XFire Debate Aftermath

By Shamus Posted Friday Feb 1, 2008

Filed under: Video Games 11 comments

Jay and Corvus got together and decided to tackle a lot of the overlooked questions in last Friday’s Indie Games Debate. They were nice enough to start with the questions I posed earlier this week.

I particularly liked Corvus’ answer to my second question. I don’t want to steal his thunder by excerpting him here, so just check it out for yourself. Also, I should point out that Amanda Fitch answered my questions here in the comments.

I stand corrected on my assertion that Indie games are “mostly” RPG’s. I forget that indie games include all the casual Popcap-type games, Tower Defense knockoffs, and match-3 clones. Aside from the time I needed to go into detox to get rid of a nasty Zuma addiction a few years ago, I don’t really play a lot of attention to those sorts of games. So, my assertion that indie games = RPG’s is the result of my own bias, because those are the developers I read and follow.

And finally, a new (to me) developer was nice enough to stop by but was shy about “spamming” my comments with his project website. Let me just make it official: If you have an indie game you’re working on, you’re always welcome to drop a link in the comments or in an email. (shamus at shamusyoung dot com) This is particularly true if you have a blog.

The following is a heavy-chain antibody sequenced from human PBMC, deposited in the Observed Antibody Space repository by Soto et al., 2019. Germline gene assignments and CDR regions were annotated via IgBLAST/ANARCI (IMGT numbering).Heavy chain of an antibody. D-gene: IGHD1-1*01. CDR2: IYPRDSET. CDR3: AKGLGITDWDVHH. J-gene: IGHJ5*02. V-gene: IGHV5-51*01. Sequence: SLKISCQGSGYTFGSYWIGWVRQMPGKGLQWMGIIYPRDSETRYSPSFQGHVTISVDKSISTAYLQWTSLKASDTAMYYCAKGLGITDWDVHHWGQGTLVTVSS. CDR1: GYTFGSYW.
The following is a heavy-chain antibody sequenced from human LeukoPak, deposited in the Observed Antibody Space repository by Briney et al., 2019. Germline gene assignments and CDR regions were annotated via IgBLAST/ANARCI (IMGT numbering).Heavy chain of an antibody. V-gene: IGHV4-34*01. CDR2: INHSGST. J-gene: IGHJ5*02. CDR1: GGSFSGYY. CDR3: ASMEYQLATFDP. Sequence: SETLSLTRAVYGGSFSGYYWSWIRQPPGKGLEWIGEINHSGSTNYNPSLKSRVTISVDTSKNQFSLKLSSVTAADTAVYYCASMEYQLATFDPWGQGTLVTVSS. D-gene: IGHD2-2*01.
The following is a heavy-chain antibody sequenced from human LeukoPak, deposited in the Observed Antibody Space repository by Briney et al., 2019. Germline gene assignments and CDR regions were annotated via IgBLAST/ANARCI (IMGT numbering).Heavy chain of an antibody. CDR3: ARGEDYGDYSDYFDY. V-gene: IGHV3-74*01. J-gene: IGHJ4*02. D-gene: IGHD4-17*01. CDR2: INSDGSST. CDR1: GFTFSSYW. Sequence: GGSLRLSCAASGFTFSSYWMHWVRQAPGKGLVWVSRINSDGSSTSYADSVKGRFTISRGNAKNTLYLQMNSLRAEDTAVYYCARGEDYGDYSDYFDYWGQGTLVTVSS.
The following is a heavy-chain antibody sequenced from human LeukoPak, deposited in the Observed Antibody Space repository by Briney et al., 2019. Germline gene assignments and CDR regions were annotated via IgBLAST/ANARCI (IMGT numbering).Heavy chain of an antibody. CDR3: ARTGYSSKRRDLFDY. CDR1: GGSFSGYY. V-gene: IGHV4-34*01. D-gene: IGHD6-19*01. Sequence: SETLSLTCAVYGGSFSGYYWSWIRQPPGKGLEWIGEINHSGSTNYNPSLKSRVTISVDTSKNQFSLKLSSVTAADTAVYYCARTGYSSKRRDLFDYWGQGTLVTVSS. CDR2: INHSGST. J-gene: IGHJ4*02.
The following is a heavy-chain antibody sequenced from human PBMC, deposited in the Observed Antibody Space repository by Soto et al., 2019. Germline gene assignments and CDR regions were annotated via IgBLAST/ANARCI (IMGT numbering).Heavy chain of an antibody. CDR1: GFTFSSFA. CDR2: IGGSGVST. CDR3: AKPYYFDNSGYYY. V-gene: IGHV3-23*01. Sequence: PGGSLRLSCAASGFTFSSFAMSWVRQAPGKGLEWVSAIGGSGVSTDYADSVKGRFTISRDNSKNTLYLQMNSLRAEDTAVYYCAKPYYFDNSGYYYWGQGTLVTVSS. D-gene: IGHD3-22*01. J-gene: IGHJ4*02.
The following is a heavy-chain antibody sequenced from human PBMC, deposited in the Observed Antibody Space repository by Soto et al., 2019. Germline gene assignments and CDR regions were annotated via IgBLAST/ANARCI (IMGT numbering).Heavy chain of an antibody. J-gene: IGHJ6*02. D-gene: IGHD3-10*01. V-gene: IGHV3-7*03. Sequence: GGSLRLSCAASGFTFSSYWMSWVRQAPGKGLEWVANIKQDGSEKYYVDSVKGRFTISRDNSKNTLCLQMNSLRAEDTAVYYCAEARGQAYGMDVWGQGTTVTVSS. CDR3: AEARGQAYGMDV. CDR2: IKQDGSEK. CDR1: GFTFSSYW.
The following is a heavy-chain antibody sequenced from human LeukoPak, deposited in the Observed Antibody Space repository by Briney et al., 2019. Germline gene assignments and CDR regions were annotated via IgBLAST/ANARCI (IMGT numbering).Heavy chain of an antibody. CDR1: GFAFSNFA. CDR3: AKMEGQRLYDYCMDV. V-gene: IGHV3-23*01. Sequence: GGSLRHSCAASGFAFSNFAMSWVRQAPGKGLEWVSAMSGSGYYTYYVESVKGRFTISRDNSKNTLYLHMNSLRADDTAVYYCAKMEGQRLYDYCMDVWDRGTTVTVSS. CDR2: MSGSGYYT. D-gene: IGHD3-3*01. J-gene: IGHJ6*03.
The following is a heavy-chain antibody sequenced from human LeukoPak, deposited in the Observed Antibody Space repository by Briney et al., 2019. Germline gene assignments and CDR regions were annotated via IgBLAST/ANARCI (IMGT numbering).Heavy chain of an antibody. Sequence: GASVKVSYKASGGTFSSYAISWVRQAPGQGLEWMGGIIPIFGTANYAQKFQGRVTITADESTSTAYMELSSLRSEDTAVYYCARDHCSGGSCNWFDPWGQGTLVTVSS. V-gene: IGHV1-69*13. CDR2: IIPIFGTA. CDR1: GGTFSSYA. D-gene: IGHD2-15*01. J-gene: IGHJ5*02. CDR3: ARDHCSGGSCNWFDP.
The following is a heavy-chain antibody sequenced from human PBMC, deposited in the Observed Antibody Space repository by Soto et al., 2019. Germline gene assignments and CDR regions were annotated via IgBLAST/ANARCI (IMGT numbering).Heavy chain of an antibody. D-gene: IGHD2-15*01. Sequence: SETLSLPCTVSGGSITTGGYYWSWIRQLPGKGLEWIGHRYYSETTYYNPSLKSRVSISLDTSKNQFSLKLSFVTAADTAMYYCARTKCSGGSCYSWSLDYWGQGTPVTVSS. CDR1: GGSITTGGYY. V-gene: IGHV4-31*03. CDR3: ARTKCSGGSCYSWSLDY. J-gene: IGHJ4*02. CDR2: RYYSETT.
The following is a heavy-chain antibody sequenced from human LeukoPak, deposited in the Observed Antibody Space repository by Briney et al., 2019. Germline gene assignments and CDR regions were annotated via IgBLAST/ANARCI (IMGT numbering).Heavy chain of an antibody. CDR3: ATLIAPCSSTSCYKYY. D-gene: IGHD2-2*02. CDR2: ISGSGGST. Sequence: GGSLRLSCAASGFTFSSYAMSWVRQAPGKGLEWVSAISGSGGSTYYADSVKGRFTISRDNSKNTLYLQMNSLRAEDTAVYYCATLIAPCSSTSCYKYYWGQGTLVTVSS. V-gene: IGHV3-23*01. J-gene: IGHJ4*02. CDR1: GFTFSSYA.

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11 thoughts on “XFire Debate Aftermath

  1. Joe says:

    Some of my favorite stumbles are Indie Games. There really are a LOT out there, and just by the law of large numbers you realize that there are enough incredible ones to warrant at least a good portion of your time.

  2. I really liked Corvus’s response as well. After I read his response I thought, “Wow, can I change my answer to `what he said?'”

    Something else to look at is the “top 100 indie games” list that GameTunnel did recently – basically, a compilation of the highest-rated games among all of the monthly round-ups they’ve done over the last several years. They actually tried to avoid the purely casual games, so that can give you some idea of the cross-section of indie games out there. Lotsa shooters, strategy games, platformers, puzzle games, etc. And even some pretty hard-core genres in there, like space combat games.

  3. tocky says:

    gah, don’t trust gametunnel’s list of top indie games, since it’s so much a list of the best games that gametunnel sells, and because most truly excellent indie games aren’t under that umbrella, it’s staggeringly inaccurate as a list of top indie games. Try this one for success.

  4. Well, they aren’t necessarily the ones GT sells – a lot are not – but they do tend to be the more commercialized indie downloadable games. “Do tend” or “have tended” – it’s tough to say which direction the site is going to be taking now. That’s definitely been its focus in the past. Russell complains that the indie games don’t sell nearly as well as their casual games page – which only has one link and they don’t really talk about.